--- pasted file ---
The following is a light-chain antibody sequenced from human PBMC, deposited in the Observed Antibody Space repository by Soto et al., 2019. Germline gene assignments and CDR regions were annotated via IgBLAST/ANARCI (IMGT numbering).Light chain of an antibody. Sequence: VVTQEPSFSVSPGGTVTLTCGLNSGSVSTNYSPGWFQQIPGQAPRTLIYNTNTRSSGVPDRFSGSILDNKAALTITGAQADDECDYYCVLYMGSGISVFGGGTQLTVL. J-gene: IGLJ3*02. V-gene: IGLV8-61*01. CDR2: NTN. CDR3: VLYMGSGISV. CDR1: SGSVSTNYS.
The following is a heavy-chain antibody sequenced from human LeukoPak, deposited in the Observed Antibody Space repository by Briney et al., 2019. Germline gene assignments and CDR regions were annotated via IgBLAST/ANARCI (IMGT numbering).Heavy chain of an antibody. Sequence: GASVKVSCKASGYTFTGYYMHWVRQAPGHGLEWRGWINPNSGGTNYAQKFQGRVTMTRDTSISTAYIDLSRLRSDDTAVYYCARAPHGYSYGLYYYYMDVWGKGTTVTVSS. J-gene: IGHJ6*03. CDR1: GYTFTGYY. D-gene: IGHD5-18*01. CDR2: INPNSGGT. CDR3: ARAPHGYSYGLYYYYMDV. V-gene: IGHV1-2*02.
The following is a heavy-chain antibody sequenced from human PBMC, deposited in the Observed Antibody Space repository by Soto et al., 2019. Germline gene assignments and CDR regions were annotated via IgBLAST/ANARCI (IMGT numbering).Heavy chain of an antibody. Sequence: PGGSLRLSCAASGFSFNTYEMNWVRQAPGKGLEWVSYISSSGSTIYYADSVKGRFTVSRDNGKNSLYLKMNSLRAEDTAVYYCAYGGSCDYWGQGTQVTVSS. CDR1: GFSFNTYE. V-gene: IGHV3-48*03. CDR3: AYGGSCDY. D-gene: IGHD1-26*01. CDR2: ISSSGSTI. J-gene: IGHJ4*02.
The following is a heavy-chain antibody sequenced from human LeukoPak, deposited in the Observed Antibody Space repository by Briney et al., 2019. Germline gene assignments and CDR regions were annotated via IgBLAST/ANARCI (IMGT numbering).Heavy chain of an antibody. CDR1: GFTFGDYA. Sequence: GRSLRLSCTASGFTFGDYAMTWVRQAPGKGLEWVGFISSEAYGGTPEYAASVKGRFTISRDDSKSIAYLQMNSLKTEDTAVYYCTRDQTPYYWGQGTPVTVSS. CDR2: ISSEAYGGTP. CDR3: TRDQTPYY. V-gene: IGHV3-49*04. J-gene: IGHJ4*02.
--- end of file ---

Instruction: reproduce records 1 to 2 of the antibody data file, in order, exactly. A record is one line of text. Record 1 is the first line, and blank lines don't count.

The following is a light-chain antibody sequenced from human PBMC, deposited in the Observed Antibody Space repository by Soto et al., 2019. Germline gene assignments and CDR regions were annotated via IgBLAST/ANARCI (IMGT numbering).Light chain of an antibody. Sequence: VVTQEPSFSVSPGGTVTLTCGLNSGSVSTNYSPGWFQQIPGQAPRTLIYNTNTRSSGVPDRFSGSILDNKAALTITGAQADDECDYYCVLYMGSGISVFGGGTQLTVL. J-gene: IGLJ3*02. V-gene: IGLV8-61*01. CDR2: NTN. CDR3: VLYMGSGISV. CDR1: SGSVSTNYS.
The following is a heavy-chain antibody sequenced from human LeukoPak, deposited in the Observed Antibody Space repository by Briney et al., 2019. Germline gene assignments and CDR regions were annotated via IgBLAST/ANARCI (IMGT numbering).Heavy chain of an antibody. Sequence: GASVKVSCKASGYTFTGYYMHWVRQAPGHGLEWRGWINPNSGGTNYAQKFQGRVTMTRDTSISTAYIDLSRLRSDDTAVYYCARAPHGYSYGLYYYYMDVWGKGTTVTVSS. J-gene: IGHJ6*03. CDR1: GYTFTGYY. D-gene: IGHD5-18*01. CDR2: INPNSGGT. CDR3: ARAPHGYSYGLYYYYMDV. V-gene: IGHV1-2*02.